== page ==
Story by Trends Publishing
Photography by Andrew Ashton
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Achieving environmental sustainability is this organisation's reason for being.Its new premises therefore needed to show how good a green office can be
For a government agency intent on teaching the public to use resources efficiently and reduce environmental impact, it's important to practice what you preach. Sustainability Victoria is doing just that. Its new office is targeted for a 6-Star Green Star rating and a 5-Star Australian Building Greenhouse Rating (ABGR).
Sustainability Victoria's in-house project manager for the fit-out, Paul Pitrone, says that since buildings consume 32% of the world's resources, it is vital to build green and reduce this environmental cost.
As a government agency, the project had to meet government office accommodation guidelines, which are designed to help project teams achieve environmentally, socially and economically sustainable workplaces. This leads to ongoing operational cost savings, workplace satisfaction and productivity gains.
Working within this framework, Sustainability Victoria set an environmental management plan in place prior to construction. This, combined with extensive staff consultation, set the direction the project would take.
"Previously, we were spread over three tenancies, where spaces were closed in and managers had their own offices," says Pitrone. "Our research told us that the staff wanted a flexible work space with a youthful feel, that would encourage good team interaction."
The result not only encourages a new, more open style of management, but allows the organisation to showcase environmentally sustainable design.
"We've shown that it's possible to get the best environmental outcome on a commercial budget," says Pitrone. "We want to strengthen government leadership in this area by showing the way and demonstrating best practice."
"From a design perspective, we found that people respond to a vibrant workplace that encourages flexibility. So we have created an organic, flowing space that reflects our culture," he says.
The reception area sets the tone, with funky, contemporary furniture. Vines grow up metal trellises in the corridor, while bands of bright green around the space give a visual reminder of what this organisation is all about. A sliding wall at one end of the reception area can be pulled right back, turning the reception area and staff room into one large function room.
In the main office, workstations are near the windows, so there is plenty of natural light to work by. Laptops with wireless connectivity have replaced desktop computers.
While none of the staff have their own offices, there are eight quiet rooms that can be booked when staff need a place to work without distraction. A boardroom provides space for larger meetings.
Perhaps the most novel aspect of the fit-out is the think tank. With curved walls constructed of recycled cardboard, it is a flexible space that can be used for a number of purposes.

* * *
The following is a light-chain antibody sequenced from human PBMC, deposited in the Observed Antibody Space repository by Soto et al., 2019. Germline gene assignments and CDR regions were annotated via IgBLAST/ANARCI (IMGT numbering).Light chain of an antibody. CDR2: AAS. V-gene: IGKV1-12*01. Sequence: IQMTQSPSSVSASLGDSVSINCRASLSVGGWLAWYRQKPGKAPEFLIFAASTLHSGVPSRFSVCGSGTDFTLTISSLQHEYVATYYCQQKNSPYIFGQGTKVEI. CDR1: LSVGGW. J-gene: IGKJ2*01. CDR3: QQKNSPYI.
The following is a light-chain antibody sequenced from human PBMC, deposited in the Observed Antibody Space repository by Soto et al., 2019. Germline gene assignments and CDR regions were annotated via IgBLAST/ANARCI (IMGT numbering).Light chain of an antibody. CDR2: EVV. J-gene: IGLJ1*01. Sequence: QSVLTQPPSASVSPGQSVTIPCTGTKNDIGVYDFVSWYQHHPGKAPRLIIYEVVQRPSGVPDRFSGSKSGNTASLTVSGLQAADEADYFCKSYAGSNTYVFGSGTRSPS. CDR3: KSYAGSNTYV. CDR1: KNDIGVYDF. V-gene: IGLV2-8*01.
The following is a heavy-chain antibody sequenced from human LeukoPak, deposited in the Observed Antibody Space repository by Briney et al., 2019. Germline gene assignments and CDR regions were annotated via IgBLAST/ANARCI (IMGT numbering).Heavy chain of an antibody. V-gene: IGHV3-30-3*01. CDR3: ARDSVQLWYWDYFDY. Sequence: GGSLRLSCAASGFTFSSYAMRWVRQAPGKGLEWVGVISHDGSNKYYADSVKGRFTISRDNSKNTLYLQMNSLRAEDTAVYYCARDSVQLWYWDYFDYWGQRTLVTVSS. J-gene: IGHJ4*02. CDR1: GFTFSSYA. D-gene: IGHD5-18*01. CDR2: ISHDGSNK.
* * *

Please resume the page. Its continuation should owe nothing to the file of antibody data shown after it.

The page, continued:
"It takes you outside of your normal square," says Pitrone. "It's a place where people can get away from their desks, play music, chat, throw ideas around or have a coffee break."
Staff wellbeing is further promoted by the provision of showers, locker rooms and bicycle parking spaces, making it much easier for employees to cycle to work or exercise during the day.
All the materials specified for the fit-out were as environmentally friendly as possible – right down to the paints, carpets and adhesives used. All of these are designed to release fewer pollutants into the air.
"The difference is noticeable. This is a new fit-out, yet there is no smell of paint or toxins," says Pitrone.
Naturally, the minimisation of the amount of waste that goes to landfills – both from its own office and the state – is one of the organisation's key objectives. During the construction process, 80% of the materials that would otherwise have been sent to landfill were reused or recycled.
First published date: 05 December 2008
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|Location||Sustainability Victoria, Melbourne|
|Interior designer||Madeleine Joyce, Hassell|
|ESD consultant||Sinclair Knight Merz|
|Services engineers||Umow Lai|
|Quantity surveyor||WT Partnership|
|Lighting||Energy Conservation Systems|
|Armchairs||Bloomy small armchair designed by Patricia Urquiola for Moroso of Italy, supplied by Hub Furniture|
|Reception side tables||Yo Yo table designed by Jackob Wagner for Moroso of Italy, supplied by Hub Furniture Reception floor lamps Bolla from Anibou|
|Bench seat||Nelson bench by George Nelson|
|Rug||Custom-designed NZ wool based on artwork supplied by Hassell|
|Think tank coffee tables||Phoenix tables designed by Patricia Uquiola for Moroso of Italy, supplied by Hub Furniture|